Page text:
Here are examples of how you can include enclosures in a cover letter:
498 S. Marsh Rd.*
Jacobsville, MI 48964
January 18, 2021
4927 Badger St.
Linehan, MI 48756
Dear Hiring Manager:
I am extremely interested in being considered for the administrative assistant role at Hammer Distillery. I am organized and efficient, as well as dedicated to assisting my colleagues however I can. I have experience managing calendars, answering phones, scheduling meetings, handling correspondence and filing. I would love to be a part of the operations at Hammer Distillery, as I admire your business and products.
In my previous position as an administrative assistant with Urban Brewing, I assisted the owners and managers with many day-to-day tasks. I answered phones and relayed messages as needed, I sorted mail so it went to the right people, I assisted with running reports on sales and production numbers, I scheduled tours and I organized meetings for management. I implemented a new filing system for electronic documents so that any staff member with a computer could access information when they needed it.
My previous experience as an administrative assistant in the beer and liquor industry could be immensely helpful to you if you were to hire me for your administrative assistant role. I am knowledgeable about the industry and work hard to do anything I can to make operations move smoothly for everyone involved. I understand you want someone with the ability to multitask and be adaptable to a variety of tasks, and those are skills I have definitely learned in my previous work.
I am eager to speak with you about this position and to learn more about Hammer Distillery. Thank you for your time and attention. Please feel free to reach out to me via my phone number or email when you would like to discuss scheduling an interview. I look forward to hearing from you.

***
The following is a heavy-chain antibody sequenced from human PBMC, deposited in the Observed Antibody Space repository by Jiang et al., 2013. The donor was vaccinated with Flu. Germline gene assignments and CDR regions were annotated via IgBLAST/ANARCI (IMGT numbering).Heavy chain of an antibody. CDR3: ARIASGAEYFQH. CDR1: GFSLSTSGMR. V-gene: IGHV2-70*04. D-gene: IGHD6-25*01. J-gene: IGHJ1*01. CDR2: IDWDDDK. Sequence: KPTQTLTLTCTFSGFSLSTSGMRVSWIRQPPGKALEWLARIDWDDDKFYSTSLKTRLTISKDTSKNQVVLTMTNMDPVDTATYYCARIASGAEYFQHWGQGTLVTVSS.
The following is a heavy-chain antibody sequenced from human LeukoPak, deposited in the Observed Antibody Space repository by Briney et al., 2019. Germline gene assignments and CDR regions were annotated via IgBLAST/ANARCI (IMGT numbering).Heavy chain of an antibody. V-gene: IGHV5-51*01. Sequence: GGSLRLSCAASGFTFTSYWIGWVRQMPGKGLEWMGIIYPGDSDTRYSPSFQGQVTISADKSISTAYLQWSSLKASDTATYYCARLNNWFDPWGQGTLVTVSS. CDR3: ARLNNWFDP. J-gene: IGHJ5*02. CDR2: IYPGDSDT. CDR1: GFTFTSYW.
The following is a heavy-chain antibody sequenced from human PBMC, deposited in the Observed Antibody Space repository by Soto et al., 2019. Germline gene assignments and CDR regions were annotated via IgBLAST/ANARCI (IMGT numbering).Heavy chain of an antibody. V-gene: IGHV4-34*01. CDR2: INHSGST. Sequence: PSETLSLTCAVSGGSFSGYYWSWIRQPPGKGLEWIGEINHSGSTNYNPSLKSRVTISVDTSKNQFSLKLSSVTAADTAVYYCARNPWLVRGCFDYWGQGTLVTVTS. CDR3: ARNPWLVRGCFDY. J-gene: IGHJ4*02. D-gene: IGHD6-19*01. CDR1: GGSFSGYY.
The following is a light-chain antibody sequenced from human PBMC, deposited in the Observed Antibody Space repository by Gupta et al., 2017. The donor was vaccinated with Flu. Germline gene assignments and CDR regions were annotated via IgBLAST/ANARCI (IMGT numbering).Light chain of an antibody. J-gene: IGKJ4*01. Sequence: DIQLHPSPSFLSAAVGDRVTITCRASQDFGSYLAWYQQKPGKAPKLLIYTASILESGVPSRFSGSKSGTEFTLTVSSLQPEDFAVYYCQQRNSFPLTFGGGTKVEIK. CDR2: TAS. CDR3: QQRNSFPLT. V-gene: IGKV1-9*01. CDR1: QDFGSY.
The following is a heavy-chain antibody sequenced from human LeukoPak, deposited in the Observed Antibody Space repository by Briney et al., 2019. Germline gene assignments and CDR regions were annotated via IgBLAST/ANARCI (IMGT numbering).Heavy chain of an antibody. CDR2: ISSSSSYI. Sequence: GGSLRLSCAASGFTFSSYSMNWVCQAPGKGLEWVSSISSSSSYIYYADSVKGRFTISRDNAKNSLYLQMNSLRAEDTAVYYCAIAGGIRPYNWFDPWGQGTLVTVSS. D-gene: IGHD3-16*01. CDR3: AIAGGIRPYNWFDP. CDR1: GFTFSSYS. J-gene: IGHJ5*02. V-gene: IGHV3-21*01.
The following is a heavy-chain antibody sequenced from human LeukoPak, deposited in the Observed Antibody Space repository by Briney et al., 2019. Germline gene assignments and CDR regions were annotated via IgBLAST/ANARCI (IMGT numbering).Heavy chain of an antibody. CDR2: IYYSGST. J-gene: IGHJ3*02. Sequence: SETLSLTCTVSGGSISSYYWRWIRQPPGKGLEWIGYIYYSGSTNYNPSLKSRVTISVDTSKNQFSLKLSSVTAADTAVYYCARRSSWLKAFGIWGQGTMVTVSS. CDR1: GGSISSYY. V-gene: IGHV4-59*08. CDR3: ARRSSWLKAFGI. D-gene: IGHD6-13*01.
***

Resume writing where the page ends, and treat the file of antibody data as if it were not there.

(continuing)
727 Marcus Ln.
Bly, NJ 35882
February 24, 2021
2865 Hamilton Rd.
Fisher, NJ 36872
To whom it may concern:
I would like to your consideration for the open position of English teacher at Hill Academy. I believe Hill Academy would be a great fit for my skills and that I could make a positive impact on the students there. I have a bachelor's degree in English Language and Literature and an MFA in Creative Writing, both of which give me the expertise necessary to educate students on literary works.
Previously, I worked as a high school English teacher at Secaucus Public Schools, where I won Teacher of the Year in 2019. I taught classes for grades 10-12 where I educated students on the English language and a variety of literary authors, including classics such as Shakespeare, F. Scott Fitzgerald, Harper Lee, George Orwell, Jane Austen, Ray Bradbury and Mary Wollstonecraft Shelley. I worked with the administration to find alternative ways to educate students and plan our curriculum. I also oversaw the school's Yearbook Club and Newspaper Club.
My prior experience at Secaucus Public Schools and the many ways I mentored and taught my students are all skills I would bring to Hill Academy. I enjoy being an engaged and thorough teacher while also accounting for the needs of the administration. I use technology in a variety of ways in my classroom that I feel would be beneficial to Hill Academy. The job listing mentioned a need for a passionate and enthusiastic teacher to challenge students, and that is absolutely me.
I look forward to speaking with you about this position, as I feel I would be a great fit at Hill Academy. Please reach out to me when you would like to discuss scheduling an interview. I appreciate your time and attention, and I look forward to hearing from you.
Letter of recommendation"
Related: Cover Letter Mistake: Restating Your Resume
In this video, Holl, a career coach at Indeed, explains a common cover letter mistake, and tips to avoid it so that your cover letter adds value, and avoids redundancy.